Oh, yeah, thanks. You would definitely die if that happened. That would kill both of them. [Laughs] We decided we probably had to do some version of the airbag and that ended up being a reshoot. We did another version of the airbag in the movie that just didn’t work, and I thought the callback would be that they all thought there was an airbag at the office and they all panicked, but something that seemed really funny to me—which often is not how comedy sequels are—but the fact is that the first movie happened and there are a few ways that this would affect the people in it. If an airbag went off in an office where someone worked, everyone in the office, that would be the thing everyone talked about for years. So that was a funny way to call that back and then we ended up doing a reshoot where they used the airbags to try and escape.
Uproxx with Seth, excerpts:
We learn Dave Franco’s character, Pete, is gay. You avoided anything resembling a “gay panic” joke. When was the decision made to do that?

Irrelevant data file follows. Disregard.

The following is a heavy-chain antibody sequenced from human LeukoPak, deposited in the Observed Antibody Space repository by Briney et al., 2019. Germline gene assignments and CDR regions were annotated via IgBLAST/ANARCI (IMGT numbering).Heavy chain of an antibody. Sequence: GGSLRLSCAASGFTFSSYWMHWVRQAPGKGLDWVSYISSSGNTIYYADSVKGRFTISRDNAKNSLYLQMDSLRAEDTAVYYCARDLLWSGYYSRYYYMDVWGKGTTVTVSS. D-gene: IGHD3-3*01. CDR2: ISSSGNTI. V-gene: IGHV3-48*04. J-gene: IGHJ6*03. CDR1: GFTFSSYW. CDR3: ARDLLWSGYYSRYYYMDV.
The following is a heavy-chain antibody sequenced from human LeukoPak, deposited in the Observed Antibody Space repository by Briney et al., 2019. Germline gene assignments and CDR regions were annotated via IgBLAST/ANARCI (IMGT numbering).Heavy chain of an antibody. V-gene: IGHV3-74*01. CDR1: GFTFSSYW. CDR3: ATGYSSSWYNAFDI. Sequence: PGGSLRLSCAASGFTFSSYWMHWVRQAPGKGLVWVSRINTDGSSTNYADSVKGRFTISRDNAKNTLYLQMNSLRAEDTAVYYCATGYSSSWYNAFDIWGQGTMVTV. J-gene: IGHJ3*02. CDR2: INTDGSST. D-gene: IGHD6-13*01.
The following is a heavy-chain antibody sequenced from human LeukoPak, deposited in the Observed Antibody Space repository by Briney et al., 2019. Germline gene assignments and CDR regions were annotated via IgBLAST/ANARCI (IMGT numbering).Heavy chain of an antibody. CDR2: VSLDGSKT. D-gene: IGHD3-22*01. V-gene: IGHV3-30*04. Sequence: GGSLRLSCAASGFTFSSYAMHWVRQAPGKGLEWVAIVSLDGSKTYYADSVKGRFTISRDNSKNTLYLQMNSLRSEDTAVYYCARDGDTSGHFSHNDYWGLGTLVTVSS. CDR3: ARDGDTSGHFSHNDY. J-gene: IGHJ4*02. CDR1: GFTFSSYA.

I can’t remember exactly when it happened. I don’t think I was in the room when it happened. I actually remember coming into the room and being told, “read this.” And I read it and I kind of experienced it the way the audience experiences it, where you’re not exactly sure what’s happening at first. And you kind of slowly realize what’s going on. And I remember loving it. I thought it was awesome.
What we did at first, we didn’t get into it enough. At first it was like, “Oh, Pete’s gay,” then we didn’t talk about it. And then we realized that almost felt like the wrong joke, which is just, “There’s gay people in the world.” You know? So we found a way to work it into the story. And then once we found a way to really make it really a part of Zac and Dave’s emotional issue with one another, how Zac feels like he’s been abandoned, and he’s self-conscious there’s been a secret kept from him – it fed into his story and his stakes. That’s what really made it work well.
A bad movie would have made Zac’s character mad that his friend is gay, or something like that.
Yeah. Yeah, I think so. Or, they just would have had him been gay and not made anything else of it. And then he would have been gay just for the purpose of being gay, which also didn’t seem like it was doing anything for us. But, yeah, I love that scene. That was one of those things when we were first showing it to audiences, I was very happy with how well people responded to it.